• Thanks for weighing in on this. I appreciate your interest in my question. I think you have misread / misinterpreted it, however. I am not asking about the prefix part (NCC / NX) of the registry number, I am asking about the numerical part. 1701, 1864, 74656 --- what meaning to they have, if any?
    – Praxis
    Jun 19, 2015 at 17:37
  • I suspect they're simply unique numerical identifiers for the vessels. Jun 19, 2015 at 21:23
  • In-universe, that's exactly what they are. The question is about out-of-universe: do the numbers have any special significance for the writers / designers of the show?
    – Praxis
    Jun 19, 2015 at 22:26

NCC Stands for

The numbers are the hull numbers assigned to classes and given sequentially as they are constructedU.S.S .

Constitution class from TOS spanned hulls 1700 to 1799
The first ship off the line was the class ship U.S.S. Constitution, Naval Construction Contract-1700
Second off the line was U.S.S. Enterprise, Naval Construction Contract-1701.

NX stands for
Because, of course, the word experimental begins with the letter X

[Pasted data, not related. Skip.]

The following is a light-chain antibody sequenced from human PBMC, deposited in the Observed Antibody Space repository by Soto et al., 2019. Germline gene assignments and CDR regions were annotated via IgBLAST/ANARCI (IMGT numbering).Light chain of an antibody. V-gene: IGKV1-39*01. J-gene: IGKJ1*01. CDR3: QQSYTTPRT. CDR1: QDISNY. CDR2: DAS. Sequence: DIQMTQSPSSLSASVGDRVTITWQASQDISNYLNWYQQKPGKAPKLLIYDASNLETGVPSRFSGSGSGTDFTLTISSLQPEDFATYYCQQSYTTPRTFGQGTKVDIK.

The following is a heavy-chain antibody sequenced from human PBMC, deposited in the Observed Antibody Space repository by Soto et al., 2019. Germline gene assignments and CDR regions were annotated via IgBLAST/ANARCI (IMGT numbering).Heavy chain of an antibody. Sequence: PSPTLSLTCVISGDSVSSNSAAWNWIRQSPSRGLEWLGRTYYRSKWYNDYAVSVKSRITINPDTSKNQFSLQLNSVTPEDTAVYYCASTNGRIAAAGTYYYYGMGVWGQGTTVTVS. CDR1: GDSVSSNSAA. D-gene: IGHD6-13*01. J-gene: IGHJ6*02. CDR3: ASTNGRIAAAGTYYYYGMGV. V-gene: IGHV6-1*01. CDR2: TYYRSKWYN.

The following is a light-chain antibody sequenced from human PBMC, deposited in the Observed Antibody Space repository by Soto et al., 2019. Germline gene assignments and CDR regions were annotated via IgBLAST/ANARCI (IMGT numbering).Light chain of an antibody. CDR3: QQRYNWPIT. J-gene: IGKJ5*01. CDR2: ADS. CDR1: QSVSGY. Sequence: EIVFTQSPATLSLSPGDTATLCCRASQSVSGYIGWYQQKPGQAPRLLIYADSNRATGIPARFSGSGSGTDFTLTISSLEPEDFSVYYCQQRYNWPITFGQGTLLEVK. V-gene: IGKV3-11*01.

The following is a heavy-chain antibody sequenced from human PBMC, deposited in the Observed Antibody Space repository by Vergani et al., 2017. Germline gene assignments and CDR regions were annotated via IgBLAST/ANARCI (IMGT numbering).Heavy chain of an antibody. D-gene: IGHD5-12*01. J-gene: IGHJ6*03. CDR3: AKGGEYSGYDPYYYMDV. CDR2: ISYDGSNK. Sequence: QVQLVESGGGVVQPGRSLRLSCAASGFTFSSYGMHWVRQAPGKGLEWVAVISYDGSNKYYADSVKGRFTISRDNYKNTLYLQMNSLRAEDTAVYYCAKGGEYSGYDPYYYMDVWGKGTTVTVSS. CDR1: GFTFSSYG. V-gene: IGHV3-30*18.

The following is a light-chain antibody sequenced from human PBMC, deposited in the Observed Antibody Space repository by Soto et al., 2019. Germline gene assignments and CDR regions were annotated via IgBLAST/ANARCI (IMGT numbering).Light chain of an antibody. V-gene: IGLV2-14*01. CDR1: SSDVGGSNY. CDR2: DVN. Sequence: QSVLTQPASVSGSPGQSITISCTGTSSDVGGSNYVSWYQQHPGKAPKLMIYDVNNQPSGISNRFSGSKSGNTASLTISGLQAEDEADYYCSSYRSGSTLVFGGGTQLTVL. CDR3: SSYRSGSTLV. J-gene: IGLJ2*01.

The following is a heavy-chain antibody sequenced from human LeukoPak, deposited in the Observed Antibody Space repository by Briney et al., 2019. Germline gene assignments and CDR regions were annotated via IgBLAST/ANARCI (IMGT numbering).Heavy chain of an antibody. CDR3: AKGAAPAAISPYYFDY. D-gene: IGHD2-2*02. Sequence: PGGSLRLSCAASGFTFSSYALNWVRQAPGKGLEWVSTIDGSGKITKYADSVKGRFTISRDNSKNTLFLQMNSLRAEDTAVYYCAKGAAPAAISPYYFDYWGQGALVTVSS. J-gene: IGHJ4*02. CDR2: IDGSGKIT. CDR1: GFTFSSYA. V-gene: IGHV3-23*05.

• While interesting, this answer appears to be addressing the in-universe numbering convention; the OP is interested in the out-of-universe Oct 31, 2015 at 1:11
  • This is what the manual says. I do know the story that they were originally derived from aircraft country codes--which is true. It is also true that someone cleverly ages ago developed the usage you're referencing here after figuring out that the codes from aircraft country codes--which is true. But it is also true that someone cleverly ages ago developed the usage you're referencing here after figuring out that the codes had to mean SOMETHING and they got it into canon. So for decades as showrunners and technical advisers have learned, NCC=Naval Construction Contract and NX=Naval eXperiment. Dec 30, 2022 at 1:19
  • Remember that the Enterprise and the Columbia were both NX class and both were unique (two of the same spaceframes, very different innards), and they were the only two made before the Oberth class and the refits of the Daedelus class to use all the experimental tech in the two NX models. Dec 30, 2022 at 1:21